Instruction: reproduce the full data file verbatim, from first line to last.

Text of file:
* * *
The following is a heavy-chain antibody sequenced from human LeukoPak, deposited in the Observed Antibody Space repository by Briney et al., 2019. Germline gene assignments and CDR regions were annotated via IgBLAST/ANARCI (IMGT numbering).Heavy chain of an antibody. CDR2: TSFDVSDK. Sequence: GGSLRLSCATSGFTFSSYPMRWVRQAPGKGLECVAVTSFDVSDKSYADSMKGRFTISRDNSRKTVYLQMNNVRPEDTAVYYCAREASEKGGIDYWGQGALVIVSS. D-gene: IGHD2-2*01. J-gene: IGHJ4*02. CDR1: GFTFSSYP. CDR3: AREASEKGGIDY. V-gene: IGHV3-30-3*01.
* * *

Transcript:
The following is a heavy-chain antibody sequenced from human LeukoPak, deposited in the Observed Antibody Space repository by Briney et al., 2019. Germline gene assignments and CDR regions were annotated via IgBLAST/ANARCI (IMGT numbering).Heavy chain of an antibody. CDR2: TSFDVSDK. Sequence: GGSLRLSCATSGFTFSSYPMRWVRQAPGKGLECVAVTSFDVSDKSYADSMKGRFTISRDNSRKTVYLQMNNVRPEDTAVYYCAREASEKGGIDYWGQGALVIVSS. D-gene: IGHD2-2*01. J-gene: IGHJ4*02. CDR1: GFTFSSYP. CDR3: AREASEKGGIDY. V-gene: IGHV3-30-3*01.